An Afternoon Lift: Rising Orchid

Lightly Roasted, Spring Harvest 2010, Superior Grade Iron Bodhisattva - Single Estate Oolong.

A couple more spring harvest teas were delivered while I was on vacation. The one Winnie and I were most excited about was the TiKwanYin that deserves it's own special name: Rising Orchid. It describes very well the haunting aroma of old-fashioned orchids that saturates the air. It's times like these I almost feel guilty that I can go on vacation and drink tea for a living.
For this tea, Winnie prepared the Mandarin's gaiwan sans saucer.
The mythic illustrations of dragon and phoenix on the sides fit our mood; anticipation of an ethereal experience. Once the leaves were poured into the heated gaiwan, the soft aroma stirred from it's sleep.

Winnie used 4 grams of tea and used boiling water to quickly rinse the leaves. Now the famous fragrance was climbing out of the cup and filling the air between us. The first sip was was sweet and perfumed with more florals. Already, a garden was blooming in my mouth. The finish was clean and minty. More flowers and fruit appeared with each exhalation.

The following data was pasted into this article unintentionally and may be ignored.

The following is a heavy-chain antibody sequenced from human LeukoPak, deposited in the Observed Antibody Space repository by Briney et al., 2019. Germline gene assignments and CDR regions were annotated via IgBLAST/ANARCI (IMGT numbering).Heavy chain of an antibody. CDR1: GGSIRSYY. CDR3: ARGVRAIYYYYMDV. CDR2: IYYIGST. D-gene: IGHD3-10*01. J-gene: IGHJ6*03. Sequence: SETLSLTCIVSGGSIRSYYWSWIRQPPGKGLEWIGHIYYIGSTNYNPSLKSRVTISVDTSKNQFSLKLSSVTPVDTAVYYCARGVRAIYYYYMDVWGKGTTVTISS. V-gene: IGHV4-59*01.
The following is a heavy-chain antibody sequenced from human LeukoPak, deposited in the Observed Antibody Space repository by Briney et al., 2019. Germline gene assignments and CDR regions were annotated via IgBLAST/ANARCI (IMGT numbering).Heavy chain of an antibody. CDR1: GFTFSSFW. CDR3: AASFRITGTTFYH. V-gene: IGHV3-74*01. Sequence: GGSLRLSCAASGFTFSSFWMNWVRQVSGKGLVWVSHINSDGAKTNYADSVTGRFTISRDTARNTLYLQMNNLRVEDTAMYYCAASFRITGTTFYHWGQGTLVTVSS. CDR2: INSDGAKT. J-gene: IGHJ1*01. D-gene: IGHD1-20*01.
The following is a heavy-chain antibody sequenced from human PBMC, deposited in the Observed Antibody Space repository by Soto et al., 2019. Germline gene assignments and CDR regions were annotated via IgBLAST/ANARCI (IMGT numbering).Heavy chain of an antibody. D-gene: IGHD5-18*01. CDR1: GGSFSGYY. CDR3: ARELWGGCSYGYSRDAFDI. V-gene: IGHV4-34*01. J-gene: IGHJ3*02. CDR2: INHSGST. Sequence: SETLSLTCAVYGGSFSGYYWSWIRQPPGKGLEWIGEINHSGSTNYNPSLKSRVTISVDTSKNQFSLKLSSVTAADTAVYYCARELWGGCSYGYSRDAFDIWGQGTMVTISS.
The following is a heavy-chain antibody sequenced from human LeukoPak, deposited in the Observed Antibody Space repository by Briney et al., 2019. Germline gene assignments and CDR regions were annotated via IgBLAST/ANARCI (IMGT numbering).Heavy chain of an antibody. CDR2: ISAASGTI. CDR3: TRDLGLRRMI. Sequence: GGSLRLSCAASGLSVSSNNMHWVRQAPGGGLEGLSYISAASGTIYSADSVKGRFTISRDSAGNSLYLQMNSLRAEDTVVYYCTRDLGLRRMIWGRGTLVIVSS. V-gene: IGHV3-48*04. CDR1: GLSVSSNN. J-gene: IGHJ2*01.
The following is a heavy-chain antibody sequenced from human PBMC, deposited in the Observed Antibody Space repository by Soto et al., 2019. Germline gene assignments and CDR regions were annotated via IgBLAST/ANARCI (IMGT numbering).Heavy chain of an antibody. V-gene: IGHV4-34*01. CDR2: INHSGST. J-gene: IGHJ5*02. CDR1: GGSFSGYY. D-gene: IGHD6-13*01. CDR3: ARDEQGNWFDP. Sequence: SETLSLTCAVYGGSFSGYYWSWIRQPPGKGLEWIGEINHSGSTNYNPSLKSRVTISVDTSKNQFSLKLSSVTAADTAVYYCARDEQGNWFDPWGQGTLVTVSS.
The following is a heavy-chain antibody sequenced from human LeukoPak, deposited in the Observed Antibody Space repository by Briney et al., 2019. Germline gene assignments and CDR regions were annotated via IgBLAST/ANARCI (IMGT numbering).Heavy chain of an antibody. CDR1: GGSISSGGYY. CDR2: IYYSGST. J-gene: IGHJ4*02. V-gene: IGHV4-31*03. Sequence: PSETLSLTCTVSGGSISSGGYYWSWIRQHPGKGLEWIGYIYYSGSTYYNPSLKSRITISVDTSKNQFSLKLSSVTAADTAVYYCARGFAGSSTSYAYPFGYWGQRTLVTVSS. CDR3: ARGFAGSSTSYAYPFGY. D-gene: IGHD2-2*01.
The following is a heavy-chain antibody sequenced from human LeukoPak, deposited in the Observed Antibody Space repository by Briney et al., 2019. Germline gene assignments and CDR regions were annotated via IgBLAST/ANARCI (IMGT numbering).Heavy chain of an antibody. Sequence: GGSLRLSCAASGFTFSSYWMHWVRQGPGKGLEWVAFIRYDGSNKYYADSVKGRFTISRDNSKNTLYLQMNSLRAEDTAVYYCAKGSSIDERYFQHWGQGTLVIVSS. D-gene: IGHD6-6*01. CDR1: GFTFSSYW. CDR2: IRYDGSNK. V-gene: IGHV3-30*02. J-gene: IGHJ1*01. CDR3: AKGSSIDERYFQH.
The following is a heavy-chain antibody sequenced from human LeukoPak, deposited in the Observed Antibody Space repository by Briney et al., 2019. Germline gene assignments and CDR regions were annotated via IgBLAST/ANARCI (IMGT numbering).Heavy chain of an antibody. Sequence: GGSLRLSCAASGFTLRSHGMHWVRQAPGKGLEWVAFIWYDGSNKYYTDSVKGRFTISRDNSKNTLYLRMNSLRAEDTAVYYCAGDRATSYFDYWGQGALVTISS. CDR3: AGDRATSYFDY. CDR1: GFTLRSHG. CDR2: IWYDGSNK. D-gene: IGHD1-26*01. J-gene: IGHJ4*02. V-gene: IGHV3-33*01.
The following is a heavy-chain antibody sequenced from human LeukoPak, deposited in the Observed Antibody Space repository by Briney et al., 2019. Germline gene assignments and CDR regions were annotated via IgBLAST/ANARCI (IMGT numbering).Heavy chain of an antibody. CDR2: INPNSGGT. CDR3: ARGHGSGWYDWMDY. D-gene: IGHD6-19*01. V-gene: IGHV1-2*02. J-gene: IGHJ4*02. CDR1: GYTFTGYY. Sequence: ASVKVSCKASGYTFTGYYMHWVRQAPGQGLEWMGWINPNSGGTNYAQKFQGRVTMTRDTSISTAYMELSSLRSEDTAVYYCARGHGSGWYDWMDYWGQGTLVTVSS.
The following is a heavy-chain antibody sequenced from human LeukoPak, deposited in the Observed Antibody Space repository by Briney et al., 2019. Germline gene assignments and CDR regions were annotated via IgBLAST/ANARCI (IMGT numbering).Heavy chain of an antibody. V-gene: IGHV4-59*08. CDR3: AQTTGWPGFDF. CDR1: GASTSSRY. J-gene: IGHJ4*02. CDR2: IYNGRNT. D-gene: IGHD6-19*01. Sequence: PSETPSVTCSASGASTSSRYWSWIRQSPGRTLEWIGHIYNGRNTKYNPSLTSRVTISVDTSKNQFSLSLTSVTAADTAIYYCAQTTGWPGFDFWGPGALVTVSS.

The palest spring green color suspended in water.
The color never deepened more than this, even though the flavor intensified with subsequent steeps. The ghost of the tea's fragrance waited at the bottom of the cup.

Winnie decided to heat up one of her teapots and transfer the tea leaves from the gaiwan. She does this often, auditioning the tea in the gaiwan before deeming it worthy of a teapot.

After three steeps, the leaves were not fully open. We could expect a few more steeps once they were in the teapot.

We tasted three more steeps in the teapot.

The elegant bouquet of flowers was starting to fade by the last cup.

After the last steep, Winnie cleaned out her teapot and gently but thoroughly dried the pot with a tea towel. The slightly rough texture of the cloth also buffs and removes dried tea stains. This is how Winnie communes with her teapots. Only after she felt the pot was "happy" did she put it down and we moved on to the next tea.